Fatherhood Adventures

After what seemed like weeks of preparations, my family hit the road last week for a lot of rest and relaxation.

We spent seven days and nights in one of our favorite, secluded spots along the coast – Emerald Isle, N.C. – with close friends. What a wonderful family vacation it was.

When you are a new parent, which I still consider myself after 17 months, right or wrong, there are many moments when you can’t help but notice how much life has changed along the way.

Planning and taking a vacation with a toddler is certainly one of those moments. A couple years ago, a planned hiatus from the newspaper business and a chance to get away from home would mean an island vacation somewhere, maybe Aruba, Mexico, Puerto Rico or southern Florida.

We knew this year we wanted to put a family vacation on the calendar and the chance to meet up with old friends at a quiet beach town seemed a good fit for us.

We left early on last Sunday morning and had an exit strategy in mind. My wife did much of the packing for herself and my son the day before and early on the day of departure. At some point, I haphazardly threw some things together that basically represented my concept of packing.

While my wife was finishing up the packing on the morning we were to leave, I kept Beckett, who had no idea what was going on, occupied with breakfast and an adapted version of tag that he and I play during goof-off sessions. Once everything was packed and ready to be loaded into the car, my wife tagged me out and I went about packing up the “family truckster” (token “Vacation” reference) for the seven-hour road trip.

Since we were going to be staying in a six-bedroom beachfront house for a week, we did not even think about packing light. Nonetheless, I was still surprised with all the luggage and bags we crammed into the Tahoe that morning. A quick rundown from memory: three suitcases, one for my wife, one for Beckett and half of one for me with the other half used for my son’s incidentals and toiletries; a load of beach chairs and toys and an umbrella; three other bags containing my son’s favorite toys, sippie cups, food and other must-haves; two Pack-n-Plays; a gate for whatever danger the house posed; and my son’s favorite floor chair. (Oh yeah, in the interest of full disclosure, two cases of Corona Light made the trip as well.)

The vehicle was loaded to the tilt, to be sure, and thanks to a morning nap and some handy videos, Beckett made the road trip south without much of a fuss.

Upon arrival, for the first day or two, it was interesting to watch the kid dynamics unfold in the house. There were three kids under 3 years of age in our beachfront house. There were two, 17-month-olds (separated by less than a week) and a 2-year-old. As to be imagined, there was never a dull or quiet moment, at least as long as they were awake.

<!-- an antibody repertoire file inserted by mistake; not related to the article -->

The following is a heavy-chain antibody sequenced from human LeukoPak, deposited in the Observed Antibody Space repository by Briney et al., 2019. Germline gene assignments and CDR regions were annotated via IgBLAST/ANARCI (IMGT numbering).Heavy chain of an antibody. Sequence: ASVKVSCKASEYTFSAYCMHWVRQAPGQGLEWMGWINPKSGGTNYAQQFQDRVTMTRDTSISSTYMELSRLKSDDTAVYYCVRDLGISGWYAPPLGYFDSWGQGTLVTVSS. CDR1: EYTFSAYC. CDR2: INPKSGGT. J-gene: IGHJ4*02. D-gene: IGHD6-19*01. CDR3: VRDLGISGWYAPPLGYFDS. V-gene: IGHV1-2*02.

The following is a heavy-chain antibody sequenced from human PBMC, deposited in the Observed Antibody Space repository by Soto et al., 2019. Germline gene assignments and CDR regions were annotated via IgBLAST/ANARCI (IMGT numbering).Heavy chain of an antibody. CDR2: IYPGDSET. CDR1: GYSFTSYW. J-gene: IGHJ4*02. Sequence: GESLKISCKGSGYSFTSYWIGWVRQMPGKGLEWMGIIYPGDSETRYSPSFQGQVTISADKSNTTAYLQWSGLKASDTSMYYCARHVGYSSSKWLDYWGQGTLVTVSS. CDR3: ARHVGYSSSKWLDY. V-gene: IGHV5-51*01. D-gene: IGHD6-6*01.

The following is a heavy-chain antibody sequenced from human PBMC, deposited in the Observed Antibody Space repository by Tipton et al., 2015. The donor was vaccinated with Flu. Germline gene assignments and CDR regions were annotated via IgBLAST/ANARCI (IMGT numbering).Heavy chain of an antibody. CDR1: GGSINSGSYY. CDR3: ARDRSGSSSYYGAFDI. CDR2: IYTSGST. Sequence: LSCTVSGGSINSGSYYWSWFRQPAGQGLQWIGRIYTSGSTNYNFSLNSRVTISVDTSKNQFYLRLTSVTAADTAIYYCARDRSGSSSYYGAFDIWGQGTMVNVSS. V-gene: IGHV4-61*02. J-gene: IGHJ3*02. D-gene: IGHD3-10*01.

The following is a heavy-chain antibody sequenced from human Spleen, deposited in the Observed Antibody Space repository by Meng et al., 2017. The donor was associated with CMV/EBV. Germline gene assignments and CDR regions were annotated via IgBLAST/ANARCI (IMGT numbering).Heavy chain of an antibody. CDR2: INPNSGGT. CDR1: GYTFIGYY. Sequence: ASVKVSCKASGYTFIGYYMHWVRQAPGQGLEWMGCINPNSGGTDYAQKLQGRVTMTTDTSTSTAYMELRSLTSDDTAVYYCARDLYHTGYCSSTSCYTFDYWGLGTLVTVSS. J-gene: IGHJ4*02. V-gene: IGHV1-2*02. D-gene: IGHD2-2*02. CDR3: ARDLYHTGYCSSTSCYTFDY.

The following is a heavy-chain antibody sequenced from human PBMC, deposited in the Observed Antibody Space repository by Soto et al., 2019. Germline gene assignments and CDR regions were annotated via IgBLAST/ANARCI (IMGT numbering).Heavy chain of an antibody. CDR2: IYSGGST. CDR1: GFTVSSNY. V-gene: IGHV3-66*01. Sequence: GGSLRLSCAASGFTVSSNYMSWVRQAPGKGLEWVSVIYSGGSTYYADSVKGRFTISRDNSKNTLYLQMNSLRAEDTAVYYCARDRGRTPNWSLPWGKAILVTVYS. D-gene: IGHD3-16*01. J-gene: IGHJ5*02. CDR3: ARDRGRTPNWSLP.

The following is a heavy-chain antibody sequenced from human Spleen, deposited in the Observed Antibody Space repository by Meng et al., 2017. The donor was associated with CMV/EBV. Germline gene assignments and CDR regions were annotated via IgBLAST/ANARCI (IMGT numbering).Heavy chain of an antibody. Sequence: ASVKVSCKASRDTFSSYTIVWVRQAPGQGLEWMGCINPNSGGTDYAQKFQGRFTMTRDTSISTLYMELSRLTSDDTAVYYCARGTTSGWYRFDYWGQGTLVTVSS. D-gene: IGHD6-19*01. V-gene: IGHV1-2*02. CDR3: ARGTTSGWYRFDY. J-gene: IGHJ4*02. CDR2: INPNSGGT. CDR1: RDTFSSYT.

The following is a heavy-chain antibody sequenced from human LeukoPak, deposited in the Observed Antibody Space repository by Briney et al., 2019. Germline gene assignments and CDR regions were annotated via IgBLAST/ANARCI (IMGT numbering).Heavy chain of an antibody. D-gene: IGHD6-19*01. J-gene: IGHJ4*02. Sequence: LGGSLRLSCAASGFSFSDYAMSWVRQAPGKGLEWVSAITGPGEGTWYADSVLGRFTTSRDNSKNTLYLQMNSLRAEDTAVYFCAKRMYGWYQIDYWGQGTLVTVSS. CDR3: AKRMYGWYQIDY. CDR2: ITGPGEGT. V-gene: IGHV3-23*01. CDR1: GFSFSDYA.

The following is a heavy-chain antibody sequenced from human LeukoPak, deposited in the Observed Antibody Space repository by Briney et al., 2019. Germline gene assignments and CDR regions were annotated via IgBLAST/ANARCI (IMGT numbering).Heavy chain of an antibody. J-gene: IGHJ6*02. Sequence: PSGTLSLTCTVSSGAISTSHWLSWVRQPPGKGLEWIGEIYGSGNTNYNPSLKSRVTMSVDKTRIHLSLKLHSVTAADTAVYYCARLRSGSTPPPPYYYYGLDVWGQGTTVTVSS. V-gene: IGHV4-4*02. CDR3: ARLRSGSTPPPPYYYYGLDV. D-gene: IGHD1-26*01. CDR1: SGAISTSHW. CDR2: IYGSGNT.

Early on, the pure volume factor got to Beckett, who was also dealing with some teething issues (the dreaded molars). When the 2-year-old would run around in excitement or screech at something that either frightened or delighted her, he would cry hysterically, the crocodile tears variety.

On the first day, I took Beckett in the pool and he wanted nothing to do with it because Molly, the 2-year-old, was splashing and laughing and squealing with her father. She was having a blast and simply enjoying herself, but he was startled and not coping well at all. Fortunately, by the next day, he was screaming right along with her and having a blast. They quickly became buddies.

It was interesting to watch the kid dynamics at play. This trip represented the longest period of time my son had been around other kids. There was some adapting, including many opportunities to give some lessons on sharing and hopefully some realizations that he can’t push, pat and lean on kids like he does his parents. However, I can easily say after seven straight days and nights with other little ones, we noticed he learned a lot and picked up some new words. It was good for him to be exposed to some people his own size for this extended period.

As to be imagined, once all the little ones called it a night, a big sigh of relief could be seen on the parents’ faces (insert Corona Light here). Three active and excitable little ones in a new house with a heated pool and beach 20 yards from the door can be quite exhausting. That’s why you can bet every parent in that house had no problem putting his or her little one down for the night. Playing and exposing your children to new adventures is a wonderful and cherished thing, but it can be quite draining.

What my wife will most certainly remember about this trip is that it was truly the first time her son started calling out by her name. Previously, when she would point to herself and say, “who am I?”, he would always say, “dada”, or maybe even a “dodo” (Diego). Somewhere along the way in North Carolina, he started calling her “mama.” However, what was funny about it was how he said it.

Now, when she points to me, he says, “dada” in his usual tone and manner. These days, when she refers to herself, he says, “mama” in a high-pitched sweet way, strangely enough the same manner in which he meows like a cat. It’s hilarious and something that unfolded while we were oddly enough 400 miles from home. That’s a memory that will stick with us.

About The Author: Steven Green

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The writer has been with The Dispatch in various capacities since 1995, including serving as editor and publisher since 2004. His previous titles were managing editor, staff writer, sports editor, sales account manager and copy editor. Growing up in Salisbury before moving to Berlin, Green graduated from Worcester Preparatory School in 1993 and graduated from Loyola University Baltimore in 1997 with degrees in Communications (journalism concentration) and Political Science.